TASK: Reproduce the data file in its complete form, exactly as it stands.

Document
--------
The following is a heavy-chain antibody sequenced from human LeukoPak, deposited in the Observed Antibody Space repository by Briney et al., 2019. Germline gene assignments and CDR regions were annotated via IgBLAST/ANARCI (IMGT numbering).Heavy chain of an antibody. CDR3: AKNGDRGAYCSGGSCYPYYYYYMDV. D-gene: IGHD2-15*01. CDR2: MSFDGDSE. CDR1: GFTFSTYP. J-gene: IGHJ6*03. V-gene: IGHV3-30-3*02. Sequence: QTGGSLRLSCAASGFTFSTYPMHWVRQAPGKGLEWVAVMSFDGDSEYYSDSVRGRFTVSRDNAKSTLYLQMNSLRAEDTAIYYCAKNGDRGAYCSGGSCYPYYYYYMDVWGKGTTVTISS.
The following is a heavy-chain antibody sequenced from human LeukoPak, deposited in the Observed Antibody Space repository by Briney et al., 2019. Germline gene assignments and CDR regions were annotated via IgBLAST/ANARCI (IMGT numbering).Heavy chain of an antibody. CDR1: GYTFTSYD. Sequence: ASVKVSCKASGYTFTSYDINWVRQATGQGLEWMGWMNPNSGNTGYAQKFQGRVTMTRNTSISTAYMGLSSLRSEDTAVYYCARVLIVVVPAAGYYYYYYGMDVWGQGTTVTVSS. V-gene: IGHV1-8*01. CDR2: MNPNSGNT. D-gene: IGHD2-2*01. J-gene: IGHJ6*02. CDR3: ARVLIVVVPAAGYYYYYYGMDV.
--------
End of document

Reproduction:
The following is a heavy-chain antibody sequenced from human LeukoPak, deposited in the Observed Antibody Space repository by Briney et al., 2019. Germline gene assignments and CDR regions were annotated via IgBLAST/ANARCI (IMGT numbering).Heavy chain of an antibody. CDR3: AKNGDRGAYCSGGSCYPYYYYYMDV. D-gene: IGHD2-15*01. CDR2: MSFDGDSE. CDR1: GFTFSTYP. J-gene: IGHJ6*03. V-gene: IGHV3-30-3*02. Sequence: QTGGSLRLSCAASGFTFSTYPMHWVRQAPGKGLEWVAVMSFDGDSEYYSDSVRGRFTVSRDNAKSTLYLQMNSLRAEDTAIYYCAKNGDRGAYCSGGSCYPYYYYYMDVWGKGTTVTISS.
The following is a heavy-chain antibody sequenced from human LeukoPak, deposited in the Observed Antibody Space repository by Briney et al., 2019. Germline gene assignments and CDR regions were annotated via IgBLAST/ANARCI (IMGT numbering).Heavy chain of an antibody. CDR1: GYTFTSYD. Sequence: ASVKVSCKASGYTFTSYDINWVRQATGQGLEWMGWMNPNSGNTGYAQKFQGRVTMTRNTSISTAYMGLSSLRSEDTAVYYCARVLIVVVPAAGYYYYYYGMDVWGQGTTVTVSS. V-gene: IGHV1-8*01. CDR2: MNPNSGNT. D-gene: IGHD2-2*01. J-gene: IGHJ6*02. CDR3: ARVLIVVVPAAGYYYYYYGMDV.